6

Is there any adequate option to scale Linux Mint to a WQHD screen (2.560 x 1.440) with high density?

If I am going to

System Settings -> General

indeed I have an option for scaling my desktop to fit my screen:

Linux Mint Desktop Scaling Dropdown

Possible options:

  • Auto
  • Normal
  • Double (High-DPI)

Should do it for Full HD and 4K Screens, but on WQHD it sucks. Either everything is way to large or everything is way to small.

Sure, I can adjust the font and the panel sizes (which is what I did for now), but this still does not solve dozens of problems where everything is either way to big or way to small.

How could I achieve appropriate scaling?

  • 3
    +1 would be also interested in a solution – toschneck Oct 26 '18 at 12:39
2

a small workaround could be:

dconf write /org/cinnamon/desktop/interface/scaling-factor 'uint32 2'
dconf write /org/gnome/desktop/interface/scaling-factor 'uint32 2'
dconf write /org/cinnamon/active-display-scale 1.5
  • ty I will try and tell if it works for me – Blackbam Oct 27 '18 at 16:52
  • This isn't ideal - the interface scaling factor is still limited to whole numbers (hence uint32) and the active display scale seems to only alter the bottom toolbar. – Ari Cooper-Davis Jun 12 at 9:11
  • totally agree, but didn't find any better solution. @AriCooper-Davis do you have one? – toschneck Jun 13 at 15:15
  • @toschneck I did actually, I have added it as an answer :-) – Ari Cooper-Davis Jun 13 at 16:42
2

There is a slightly better, still hacky, workaround.

Set your display resolution higher than maximum then use the Double UI scaling to scale it back up to a sensible size. This is pretty much bug free, except possibly for the mouse pointer and for using external displays, both of which are fixable within settings.


First, determine which display device you want to change the resolution for (in this case it's eDP-1):

$ xrandr
> Screen 0: minimum 320 x 200, current 1920 x 1080, maximum 8192 x 8192
> eDP-1 connected (normal left inverted right x axis y axis)
> ...

Then determine the required VESA CVT for your desired resolution, remembering to choose a resolution of the same aspect ratio to your current display (e.g. if your display is currently 1920x1080 then you could try 3200x1800):

$ cvt 3200 1800
> # 3200x1800 59.96 Hz (CVT 5.76M9) hsync: 111.82 kHz; pclk: 492.00 MHz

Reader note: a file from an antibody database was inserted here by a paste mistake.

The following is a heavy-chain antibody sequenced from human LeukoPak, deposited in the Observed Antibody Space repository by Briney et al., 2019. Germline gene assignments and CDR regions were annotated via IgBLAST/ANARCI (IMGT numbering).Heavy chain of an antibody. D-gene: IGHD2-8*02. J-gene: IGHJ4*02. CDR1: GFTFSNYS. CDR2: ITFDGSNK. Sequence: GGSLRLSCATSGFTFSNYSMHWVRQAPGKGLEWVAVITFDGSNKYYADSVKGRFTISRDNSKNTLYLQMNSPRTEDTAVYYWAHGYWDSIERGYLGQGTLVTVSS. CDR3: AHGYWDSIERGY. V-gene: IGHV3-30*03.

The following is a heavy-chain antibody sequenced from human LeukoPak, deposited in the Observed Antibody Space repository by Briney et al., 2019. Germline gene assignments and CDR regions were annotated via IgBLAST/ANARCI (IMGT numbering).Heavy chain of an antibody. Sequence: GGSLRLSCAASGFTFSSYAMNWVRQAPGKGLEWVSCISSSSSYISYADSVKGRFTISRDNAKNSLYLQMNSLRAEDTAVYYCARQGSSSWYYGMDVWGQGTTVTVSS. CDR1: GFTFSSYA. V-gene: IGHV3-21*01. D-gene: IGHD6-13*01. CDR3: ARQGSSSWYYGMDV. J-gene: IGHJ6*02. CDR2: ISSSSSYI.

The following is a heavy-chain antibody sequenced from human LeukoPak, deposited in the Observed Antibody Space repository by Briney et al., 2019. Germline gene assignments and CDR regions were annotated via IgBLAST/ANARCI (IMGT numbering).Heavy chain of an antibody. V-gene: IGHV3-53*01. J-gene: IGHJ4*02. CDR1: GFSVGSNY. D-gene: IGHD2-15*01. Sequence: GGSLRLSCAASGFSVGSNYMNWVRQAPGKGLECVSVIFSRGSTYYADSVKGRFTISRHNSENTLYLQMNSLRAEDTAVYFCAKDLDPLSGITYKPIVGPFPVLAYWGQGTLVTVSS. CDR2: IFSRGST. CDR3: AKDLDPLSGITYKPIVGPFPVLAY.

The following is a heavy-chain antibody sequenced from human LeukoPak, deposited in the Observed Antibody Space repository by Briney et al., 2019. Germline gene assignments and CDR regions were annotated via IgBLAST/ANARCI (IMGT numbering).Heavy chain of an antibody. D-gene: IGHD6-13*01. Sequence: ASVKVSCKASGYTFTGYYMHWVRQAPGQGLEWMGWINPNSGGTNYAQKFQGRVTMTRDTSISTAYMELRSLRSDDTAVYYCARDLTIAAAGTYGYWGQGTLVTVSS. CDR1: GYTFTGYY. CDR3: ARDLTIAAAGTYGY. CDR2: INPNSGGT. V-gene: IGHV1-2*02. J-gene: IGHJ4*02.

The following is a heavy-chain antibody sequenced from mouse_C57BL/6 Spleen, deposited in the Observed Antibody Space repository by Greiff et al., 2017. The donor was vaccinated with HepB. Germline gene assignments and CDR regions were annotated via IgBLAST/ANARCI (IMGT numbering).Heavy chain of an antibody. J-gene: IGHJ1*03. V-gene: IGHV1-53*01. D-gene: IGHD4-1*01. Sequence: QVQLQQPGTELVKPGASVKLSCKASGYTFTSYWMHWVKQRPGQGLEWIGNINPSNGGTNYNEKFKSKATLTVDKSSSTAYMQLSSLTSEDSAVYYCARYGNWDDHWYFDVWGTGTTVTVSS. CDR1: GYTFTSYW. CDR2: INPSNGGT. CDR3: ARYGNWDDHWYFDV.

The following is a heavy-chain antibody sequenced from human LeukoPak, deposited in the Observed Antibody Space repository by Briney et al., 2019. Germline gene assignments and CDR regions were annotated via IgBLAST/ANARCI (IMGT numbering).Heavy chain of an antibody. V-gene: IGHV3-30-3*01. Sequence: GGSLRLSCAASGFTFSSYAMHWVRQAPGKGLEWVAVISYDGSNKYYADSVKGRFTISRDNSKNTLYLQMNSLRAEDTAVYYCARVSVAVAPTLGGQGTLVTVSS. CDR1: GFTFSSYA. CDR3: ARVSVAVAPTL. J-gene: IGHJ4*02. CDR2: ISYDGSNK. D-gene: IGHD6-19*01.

> Modeline "3200x1800_60.00"  492.00  3200 3456 3800 4400  1800 1803 1808 1865 -hsync +vsync

Ignore the first comment line, but copy the modeline. Next create a corresponding display mode:

$ sudo xrandr --newmode "3200x1800_60.00"  492.00  3200 3456 3800 4400  1800 1803 1808 1865 -hsync +vsync

And add that new mode to your display. The display (i.e. eDP-1) should be the one that you identified in the first step and the mode should be the newly created one (i.e. "3200x1800_60.00"):

$ sudo xrandr --addmode eDP-1 "3200x1800_60.00"

Finally select that new resolution in the Display Settings and enable Double UI scaling, for a reasonably sensible experience!


Note: If you want this change to be preserved on reboot you need to run the last two commands (--newmode and --addmode) when you login by adding them, without the sudos, to your user profile:

$ sudo nano ~/.profile
  • Thanks for the answer. For me this does not work due to X Error of failed request: BadMatch (invalid parameter attributes) when doing sudo xrandr --addmode DP-0 "3840x2160_60.00" . Using the commercial nvdia driver 430 (newest). Any suggestions for that? – Blackbam Sep 1 at 16:22
  • I've not come across that, but there are lots of suggestions on this post. – Ari Cooper-Davis Sep 2 at 17:17
  • Good point, I tried them all though and it did not work. The reason are probably restrictions by the commercial NVidia driver. I guess your solution is good if used with open source drivers, still I really hope there is some less hacky solution. – Blackbam Sep 3 at 8:32

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